BARGE IN THE BALTIC
A FLAT-BOTTOMED THAMES BARGE IS HARDLY BUILT FOR SEAGOING – YET THIS CREW SAILED THE 87FT TO SWEDEN AND BACK
Back in the 1960s when the last Thames sailing barges were coming out of trading, a few were taken by bold individuals as yachts or houseboats. The best of them kept the rigs exactly as they had been. Some resisted the temptation to fit engines.
One such was the 87ft, 70-ton Venta, owned by Jocelyn Lukins, who bought her in 1959 for £600. Five years later, under the command of former barge skipper John Fairbrother, she and one or two friends sailed her to Stockholm and, ultimately, home again. The logs of this remarkable voyage are reprinted, together with a running commentary mainly from Ms Lukins, in the book Sailing Barge Venta published in 2014. The book struck a spark with me, not only because of my long-term passion for Thames barges, but also because the voyage took place in waters I know well.
The extracts I have chosen are very different. The first is the book’s foreword written by the skipper, a professional seaman who makes clear what he thinks about barges for long-distance work. Notwithstanding his opinion, he signs on. The second section, largely from passage logs, takes the barge from an anchorage in the lee of Fermahn Island, well known to all who venture out of the Kiel Canal, towards the inner Baltic, across the difficult bight between Sandhammeren and Utklippan, and into the long sound between the Swedish Isle of Öland and the mainland.
Halfway up here lies the ancient city of Kalmar, with its castle cornered by onion domes. When you see this come over the horizon, you know you are in exotic country. To sail anything at all into its harbour requires skill and nerve. To manage it in a leeboard barge is special, but Fairbrother makes nothing of it. As we leave him and his crew, it’s all in a day’s work, as you might say…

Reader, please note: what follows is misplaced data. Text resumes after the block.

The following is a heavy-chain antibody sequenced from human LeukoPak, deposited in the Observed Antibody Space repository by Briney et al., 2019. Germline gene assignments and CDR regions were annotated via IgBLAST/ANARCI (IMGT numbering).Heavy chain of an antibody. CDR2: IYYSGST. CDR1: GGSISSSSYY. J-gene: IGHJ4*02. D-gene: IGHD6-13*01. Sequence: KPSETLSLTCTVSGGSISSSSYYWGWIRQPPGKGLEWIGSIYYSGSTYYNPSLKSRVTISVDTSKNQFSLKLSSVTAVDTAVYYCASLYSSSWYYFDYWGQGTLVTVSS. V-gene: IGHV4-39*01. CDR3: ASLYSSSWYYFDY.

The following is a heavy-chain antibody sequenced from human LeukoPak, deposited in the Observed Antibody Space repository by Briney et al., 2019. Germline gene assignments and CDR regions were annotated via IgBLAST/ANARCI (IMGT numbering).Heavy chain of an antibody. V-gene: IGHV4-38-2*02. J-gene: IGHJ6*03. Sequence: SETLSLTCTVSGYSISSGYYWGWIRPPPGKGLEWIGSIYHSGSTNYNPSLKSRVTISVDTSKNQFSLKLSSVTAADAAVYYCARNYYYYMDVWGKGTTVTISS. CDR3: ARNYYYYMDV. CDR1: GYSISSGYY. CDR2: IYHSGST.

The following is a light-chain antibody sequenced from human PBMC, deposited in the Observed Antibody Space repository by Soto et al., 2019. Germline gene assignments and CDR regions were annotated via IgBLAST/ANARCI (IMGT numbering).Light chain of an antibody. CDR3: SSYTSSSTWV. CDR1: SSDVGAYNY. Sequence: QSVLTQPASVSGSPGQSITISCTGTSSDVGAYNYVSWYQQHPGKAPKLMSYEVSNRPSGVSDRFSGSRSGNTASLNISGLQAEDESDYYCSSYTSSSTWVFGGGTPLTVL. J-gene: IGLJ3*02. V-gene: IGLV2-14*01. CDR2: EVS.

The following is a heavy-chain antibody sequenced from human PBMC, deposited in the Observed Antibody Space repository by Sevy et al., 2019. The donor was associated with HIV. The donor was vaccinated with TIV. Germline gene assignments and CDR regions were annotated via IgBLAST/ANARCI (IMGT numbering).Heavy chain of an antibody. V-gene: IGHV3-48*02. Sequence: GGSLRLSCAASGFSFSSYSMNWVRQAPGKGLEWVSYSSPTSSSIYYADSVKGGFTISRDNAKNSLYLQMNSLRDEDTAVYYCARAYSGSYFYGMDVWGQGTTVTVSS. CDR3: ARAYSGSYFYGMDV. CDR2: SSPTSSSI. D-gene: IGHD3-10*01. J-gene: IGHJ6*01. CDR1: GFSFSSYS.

I don’t know how many of you who read this have ever sailed in a barge. The facts that set them apart from most other sailing craft are their size and that they are flat-bottomed, which makes them totally unsuitable for really going to sea. I am well aware that they did work down-channel and to nearer continental ports. Some men in them were undoubtedly hard cases and drove their barges hard, but to do it they drove themselves harder. After the Second World War the sailing trade ceased down channel but even on the Essex and Suffolk coasts there have been some real hard cases and several barges were lost.
I’ve never worked the channel but it must have involved long, long waits for suitable weather in order to make the